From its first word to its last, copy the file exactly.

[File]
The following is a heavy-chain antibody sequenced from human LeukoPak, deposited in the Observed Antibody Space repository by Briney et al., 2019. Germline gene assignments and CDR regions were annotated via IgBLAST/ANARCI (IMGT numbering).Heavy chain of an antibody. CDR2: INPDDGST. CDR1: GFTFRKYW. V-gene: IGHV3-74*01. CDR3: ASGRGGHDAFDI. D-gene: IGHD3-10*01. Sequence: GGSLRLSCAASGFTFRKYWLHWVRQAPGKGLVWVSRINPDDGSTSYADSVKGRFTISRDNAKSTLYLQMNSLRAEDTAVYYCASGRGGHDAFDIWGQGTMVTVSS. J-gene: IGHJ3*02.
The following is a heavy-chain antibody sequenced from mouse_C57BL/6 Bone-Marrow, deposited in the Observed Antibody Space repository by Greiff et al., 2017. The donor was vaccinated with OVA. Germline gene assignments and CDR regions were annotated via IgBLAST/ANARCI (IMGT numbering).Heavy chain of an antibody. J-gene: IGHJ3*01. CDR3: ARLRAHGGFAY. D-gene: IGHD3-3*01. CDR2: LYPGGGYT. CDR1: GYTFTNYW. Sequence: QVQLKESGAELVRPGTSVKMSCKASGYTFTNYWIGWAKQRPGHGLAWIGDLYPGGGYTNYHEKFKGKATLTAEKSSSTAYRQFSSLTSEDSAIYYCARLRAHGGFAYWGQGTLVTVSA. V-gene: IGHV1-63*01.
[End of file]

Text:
The following is a heavy-chain antibody sequenced from human LeukoPak, deposited in the Observed Antibody Space repository by Briney et al., 2019. Germline gene assignments and CDR regions were annotated via IgBLAST/ANARCI (IMGT numbering).Heavy chain of an antibody. CDR2: INPDDGST. CDR1: GFTFRKYW. V-gene: IGHV3-74*01. CDR3: ASGRGGHDAFDI. D-gene: IGHD3-10*01. Sequence: GGSLRLSCAASGFTFRKYWLHWVRQAPGKGLVWVSRINPDDGSTSYADSVKGRFTISRDNAKSTLYLQMNSLRAEDTAVYYCASGRGGHDAFDIWGQGTMVTVSS. J-gene: IGHJ3*02.
The following is a heavy-chain antibody sequenced from mouse_C57BL/6 Bone-Marrow, deposited in the Observed Antibody Space repository by Greiff et al., 2017. The donor was vaccinated with OVA. Germline gene assignments and CDR regions were annotated via IgBLAST/ANARCI (IMGT numbering).Heavy chain of an antibody. J-gene: IGHJ3*01. CDR3: ARLRAHGGFAY. D-gene: IGHD3-3*01. CDR2: LYPGGGYT. CDR1: GYTFTNYW. Sequence: QVQLKESGAELVRPGTSVKMSCKASGYTFTNYWIGWAKQRPGHGLAWIGDLYPGGGYTNYHEKFKGKATLTAEKSSSTAYRQFSSLTSEDSAIYYCARLRAHGGFAYWGQGTLVTVSA. V-gene: IGHV1-63*01.